4 fascinating to play with that difference between bright pop high contrast and then areas of low contrast that kind of let your eyes rest. So I'm just going to continue to lay out the large triangles any way you want. And you want five rows. I'll just be able to squeak that on on this guy. When I look at this, the one color that stands out to me is this blue color. So I have two options. I can either just take it out or I can add more of it. Think I'm just gonna take it out. Then start filling in with your half triangles. I like to keep them in pairs, and here's where you'll start to see the quilt really pop. So again it's fun to have the dark right there, the light right there, but maybe you want less of a contrast for that one. And it gives your eyes a resting spot. Don't forget to throw in nice super pale colors, really deep deep dark colors, and vary it up. Every once in awhile when you're working on the layout, be sure to step back and squint and see if you're happy with the placement of the values and the colors. I've made a lot of substitutions. Maybe right here I don't love how I have this dark dark dark dark dark, all of the same color. Maybe I do like it. But that's a little too light. What I like to do is create the layout and then make substitutions based on what I see happening. And now maybe I don't like that dark next to that dark. So just keep making substitutions until you're happy. Maybe that's too light now, and I wanna go a shade darker with that main triangle color in there. Okay so just make substitutions until you're happy with it. For this quilt because it's so small, I wanted the layout to be really balanced, so I just worked on it until I got to a point where I was happy. And I keep looking at this spot, and I'm not happy with that layout. Maybe I wanna go back to my original lighter diamond. After lots of fussing around with it and trying out different substitutions, I'm happy with where it's at right now and we're gonna go to sewing. Sewing - This quilt is sewn row by row. What I've done is take the top row of the design and transferred it here to the work area, where it's faster and easier for me to have all the pieces sitting in front. Here's there freezer paper template, and the shiny side is the side you want to adhere the fabrics to. Sometimes it can be a bit confusing, when you're looking at this template, to figure out where to start on the left side, on the right side, how this corresponds to the fabric. So I will take this template, shiny side up, and place it directly underneath that row. Notice that the point of this triangle is facing up, and the corresponding spot on the template is also pointing up. That's the correct orientation for the template. Freezer paper is great because you don't have to use pins to pin the fabric to the template. You place the template, shiny side on top of the fabric. I'm using solids, so I don't have to worry about right side or wrong side of fabric, but if you are using prints, make sure that the wrong side is the side you iron down to the template. Also make sure that the fabric covers all of the area of the spot on template by at least a quarter inch extra all around. And just iron it into place. You don't need to hold the iron on for very long, and we're gonna use a dry iron. It helps the template last longer. And I'm going to flip it back and trim off the excess fabric so that I have about a quarter-inch seam allowance, Lay your next piece down. It's going to fit like this. Flip it over, right sides together, on top of this piece. There's a couple things happening here. When you sew along the seam line and then flip over, you want to make sure that this line is covered by more than a quarter-inch seam allowance or at least a quarter-inch seam allowance. Until you get very comfortable with how that works, what you can do is sew this initial line with a basting stitch, just to double-check your placement before you commit. So I also like to make sure that there's at least a half an inch extending beyond the piece of paper. This will ensure that there's enough fabric on top and below of the template to cover my corresponding piece when I sew it and flip it open. Flip this back, and make sure that that fabric is not stuck to the freezer paper. Place your next piece 4

5 on top. Until you're comfortable, you can pin it in place, if you'd like, and then your fabrics won't slip. Fold it back, and just sew right along that freezer paper. (sewing machine whirs) Cut your threads. Bring it over to the ironing board, and make sure to get that piece nicely adhered. Now, what you wanna do, is you have an excess of fabric along here. Fold it back along that line, and trim it down to a quarter inch. It doesn't have to be super exact, but you wanna follow the angle. You take your next piece, put it in place, flip it over, and sew. (machine whirs) Here, you can see I've sewn along the edge of the paper and hit the paper a little bit. That's okay, just gently pop the stitches out of the paper. Take it to your ironing surface, and iron it down. When we flip it to the back, you can see that the fabric is extending quite a ways beyond that line. Fold it back along the line, use your ruler to trim it down to a quarter-inch seam allowance. Flip it back to the front, and continue on. Make sure, when you're ironing, not to put your iron on the shiny side. It really does create a big mess on your iron. You go down the row, adding one piece at a time, ironing it open, trimming off the excess fabric, and adding the next piece. You always wanna trim the seam allowance before you add the next piece, otherwise your pieces will start to get out of alignment. We're using a paper template, so you can't choose which direction to press your pieces in. And sometimes you can get shadowing, which is where the dark fabric shows through the light fabric on the front of the quilt. One way to combat this shadowing is when you're laying down a light piece and a dark piece, make sure that the light piece extends just a little bit past the dark piece, like that. It could just be a few threads. And then, that way, no matter what direction your seam is pressed in, you won't get the shadowing on the front of the quilt. I've sewn the whole row, starting on the left and moving to the right. Now what we wanna do is trim the excess off before we remove the freezer paper, because once your remove the freezer paper, it's pretty hard to put it back on. And you want to trim it down to a quarter of an inch so you have your seam allowance correct for when you sew your rows together. So trim the excess down to a quarter inch on each side. Take it nice and easy here. Be a real bummer to mess up and have the ruler slip, at this point. And also trim it on each end. Then you can gently peel the freezer paper off and reuse the template. Now we need to get the next row together. The second row is a little different. In the first row, we sewed from left to right. In the second row, we're gonna sew from right to left. That way, when we sew the two rows together, the seams will nest. So, again, flip your template over to the shiny side and lay it directly underneath the row. Make sure that the orientation is correct, and start on the right side. I like to place this first piece exactly a quarter inch away, so that the fabric is a quarter inch past the sewing line. Just saves a step in trimming that down. Make sure, too, that this part is nice and loose before you start sewing the seam allowance. It's just helpful. Place your second piece on. And begin sewing, just as you would for the first row. (sewing machine whirs) Take it over to your ironing surface. I like to give things a nice press before I open them all the way. Helps set the seam. So this is a great example of how I'm off on my angle, and so therefore this is starting to really dip down. I think I can fudge it and get away with it, but sometimes you might need to pick out that seam, reposition your fabric, and sew it again. This is where doing a basting stitch to practice that stitching and flipping can be really helpful. Take your third piece. Make sure that it extends half an inch above and half an inch below. (sewing machine whirs) Give it a nice press, flip it open, flip that paper back, cut off the excess to within a quarter inch of your sewing line, and keep going, all the way down the row in that same manner. Now we've completed the second row, sewing from the right side to the left side. And the reasons why we sewed from left to right on the first row and right to left on the second row are gonna become clear right now. First, we need to trim down the extra fabrics. You can see how messy those edges can be. Trim it down to a quarter of an inch. Trim the 5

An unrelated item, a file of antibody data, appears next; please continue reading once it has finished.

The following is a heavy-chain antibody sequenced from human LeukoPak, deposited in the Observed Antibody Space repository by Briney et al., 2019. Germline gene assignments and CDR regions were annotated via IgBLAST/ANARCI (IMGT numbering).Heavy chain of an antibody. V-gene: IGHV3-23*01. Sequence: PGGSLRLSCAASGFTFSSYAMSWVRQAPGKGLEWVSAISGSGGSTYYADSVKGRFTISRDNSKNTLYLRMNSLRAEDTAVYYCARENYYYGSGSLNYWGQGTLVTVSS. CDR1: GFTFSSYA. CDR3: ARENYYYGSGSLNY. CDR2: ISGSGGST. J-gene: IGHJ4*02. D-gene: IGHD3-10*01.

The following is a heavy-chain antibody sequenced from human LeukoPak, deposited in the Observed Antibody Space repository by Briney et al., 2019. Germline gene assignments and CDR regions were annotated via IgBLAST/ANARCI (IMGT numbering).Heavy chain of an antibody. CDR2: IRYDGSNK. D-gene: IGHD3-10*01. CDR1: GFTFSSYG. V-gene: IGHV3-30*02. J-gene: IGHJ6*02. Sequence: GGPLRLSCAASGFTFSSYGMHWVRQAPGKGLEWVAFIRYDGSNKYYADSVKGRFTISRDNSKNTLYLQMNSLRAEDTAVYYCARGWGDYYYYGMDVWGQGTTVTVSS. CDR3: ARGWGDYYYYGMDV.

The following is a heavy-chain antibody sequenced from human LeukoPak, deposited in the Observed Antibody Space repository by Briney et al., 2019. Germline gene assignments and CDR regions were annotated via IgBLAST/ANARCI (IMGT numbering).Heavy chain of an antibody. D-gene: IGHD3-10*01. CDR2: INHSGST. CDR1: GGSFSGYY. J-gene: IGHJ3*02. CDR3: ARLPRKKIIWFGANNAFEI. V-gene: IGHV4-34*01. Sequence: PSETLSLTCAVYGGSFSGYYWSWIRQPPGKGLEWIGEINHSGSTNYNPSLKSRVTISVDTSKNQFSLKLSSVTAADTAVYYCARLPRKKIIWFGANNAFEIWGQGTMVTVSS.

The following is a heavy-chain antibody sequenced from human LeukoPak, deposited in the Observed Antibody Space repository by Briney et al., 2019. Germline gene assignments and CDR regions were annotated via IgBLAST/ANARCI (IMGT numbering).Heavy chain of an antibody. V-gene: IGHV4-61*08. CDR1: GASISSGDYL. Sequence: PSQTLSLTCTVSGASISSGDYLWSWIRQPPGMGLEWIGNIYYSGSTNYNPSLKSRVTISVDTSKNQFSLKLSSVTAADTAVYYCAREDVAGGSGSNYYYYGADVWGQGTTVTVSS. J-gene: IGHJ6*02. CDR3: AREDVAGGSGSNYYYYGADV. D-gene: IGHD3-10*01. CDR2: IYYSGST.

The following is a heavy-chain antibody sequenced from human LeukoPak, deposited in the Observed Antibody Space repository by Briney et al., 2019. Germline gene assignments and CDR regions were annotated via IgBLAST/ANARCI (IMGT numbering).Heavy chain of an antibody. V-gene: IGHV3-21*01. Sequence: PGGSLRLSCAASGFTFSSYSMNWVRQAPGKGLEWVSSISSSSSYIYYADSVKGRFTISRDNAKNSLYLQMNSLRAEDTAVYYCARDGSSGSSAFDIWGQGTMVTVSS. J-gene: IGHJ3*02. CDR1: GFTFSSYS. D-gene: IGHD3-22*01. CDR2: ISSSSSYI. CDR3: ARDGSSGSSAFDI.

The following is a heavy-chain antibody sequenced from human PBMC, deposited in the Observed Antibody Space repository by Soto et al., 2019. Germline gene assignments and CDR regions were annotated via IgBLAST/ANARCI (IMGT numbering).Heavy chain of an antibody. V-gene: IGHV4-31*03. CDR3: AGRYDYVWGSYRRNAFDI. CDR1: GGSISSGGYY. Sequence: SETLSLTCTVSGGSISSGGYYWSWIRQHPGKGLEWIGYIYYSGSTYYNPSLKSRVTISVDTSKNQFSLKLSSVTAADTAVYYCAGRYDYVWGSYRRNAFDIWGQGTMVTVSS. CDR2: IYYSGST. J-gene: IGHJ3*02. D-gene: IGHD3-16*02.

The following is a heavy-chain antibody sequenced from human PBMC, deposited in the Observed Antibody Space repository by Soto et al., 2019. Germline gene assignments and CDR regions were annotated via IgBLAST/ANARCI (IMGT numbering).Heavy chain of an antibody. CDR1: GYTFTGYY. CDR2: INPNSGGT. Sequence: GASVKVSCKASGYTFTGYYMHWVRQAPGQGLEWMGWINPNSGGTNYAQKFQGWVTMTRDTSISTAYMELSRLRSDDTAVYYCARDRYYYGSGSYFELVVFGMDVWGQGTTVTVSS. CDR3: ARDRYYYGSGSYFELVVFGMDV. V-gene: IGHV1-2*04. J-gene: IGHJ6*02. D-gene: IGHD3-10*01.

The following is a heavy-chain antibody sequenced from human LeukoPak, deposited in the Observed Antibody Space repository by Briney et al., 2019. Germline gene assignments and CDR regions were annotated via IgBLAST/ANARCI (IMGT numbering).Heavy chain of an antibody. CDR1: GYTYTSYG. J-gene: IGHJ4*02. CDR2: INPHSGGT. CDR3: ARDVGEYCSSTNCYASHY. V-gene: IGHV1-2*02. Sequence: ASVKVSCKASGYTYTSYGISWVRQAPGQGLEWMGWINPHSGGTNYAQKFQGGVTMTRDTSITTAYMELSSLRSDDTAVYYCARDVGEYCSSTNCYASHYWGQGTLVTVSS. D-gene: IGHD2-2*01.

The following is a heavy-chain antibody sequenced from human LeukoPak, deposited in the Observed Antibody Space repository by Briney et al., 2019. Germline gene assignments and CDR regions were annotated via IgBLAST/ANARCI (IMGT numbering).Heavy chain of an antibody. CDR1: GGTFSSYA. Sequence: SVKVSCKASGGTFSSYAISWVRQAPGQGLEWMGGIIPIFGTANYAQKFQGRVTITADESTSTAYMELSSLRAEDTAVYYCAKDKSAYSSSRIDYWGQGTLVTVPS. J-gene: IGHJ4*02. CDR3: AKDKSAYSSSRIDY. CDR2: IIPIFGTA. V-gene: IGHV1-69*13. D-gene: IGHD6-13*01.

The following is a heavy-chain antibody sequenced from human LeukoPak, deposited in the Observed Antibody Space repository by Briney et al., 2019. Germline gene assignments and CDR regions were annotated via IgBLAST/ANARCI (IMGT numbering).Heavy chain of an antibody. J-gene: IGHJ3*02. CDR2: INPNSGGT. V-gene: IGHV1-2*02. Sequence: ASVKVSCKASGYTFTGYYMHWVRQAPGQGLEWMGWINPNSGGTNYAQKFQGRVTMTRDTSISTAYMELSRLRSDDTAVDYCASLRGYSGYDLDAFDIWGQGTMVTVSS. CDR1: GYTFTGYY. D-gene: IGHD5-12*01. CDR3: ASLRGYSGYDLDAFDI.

6 other side. Trim these down to a quarter of an inch, as well. You always wanna trim before you peel the paper off, because we are not marking sewing lines. We're just gonna sew an exact quarter-inch seam. We have the second row here and the first row here. The points go in opposite directions. Place one row on top of the other, and line them up so that the seams nest. The vertical seams will nest, and also the diagonal seams will nest, because we sewed the rows in opposite directions. Once you have your seams all nested, you can place a pin right there. And I like to check as I go down the row and make sure everything's lined up nicely. I like to pin at every intersection because, especially if you don't have a walking foot on your machine, it keeps everything in place. The next thing we're going to do is sew a quarter-inch seam all the way down. I like to start and end with a little backstitch, just to hold the corners in place. (sewing machine whirs) And you want the sewing line to cross right where these two previous lines intersect. (sewing machine whirs) Little backstitch. You might notice that I sew over my pins. I find it much more efficient to deal with a broken needle or a bent pin than to take them out as I sew. That's just my habit. You might like to take out your pins before you sew over them, which is probably recommended. I'm bringing this over to the pressing surface, giving it a little steam to set the seam. And sometimes I like to finger-press it open so I don't distort the piecing before I iron it, and then I set the seam with a little bit of steam. Continue sewing the rows together, alternating the direction in which you start. Row one, three, and five, you'll start sewing on the left side and go towards the right. For row two and four, go from the right to the left. That way, all of your seams will nest. Sew all of the rows together, and you get this final, really cute, mini-quilt. Here's a little quilter's tip. Your quilt will look more precise if the points lie just a hair's breadth away from the seam rather than having the points cut off in the seam. At this point, I'm going to layer this with batting and backing, and baste it and quilt it. Probably the quilting that I'll do for this is just straight lines, and I might add some hand-stitching in between. Or you could echo the diagonal. Sometimes, though, if your points aren't really precise and you try to echo the diagonal, it can exacerbate the fact that the points aren't matching, which is why, a lot of the times, I go for straight-line quilting. The joy of freezer paper piecing is that there's no templates to tear away, the templates are reusable, and you get a really precise, neat look. 6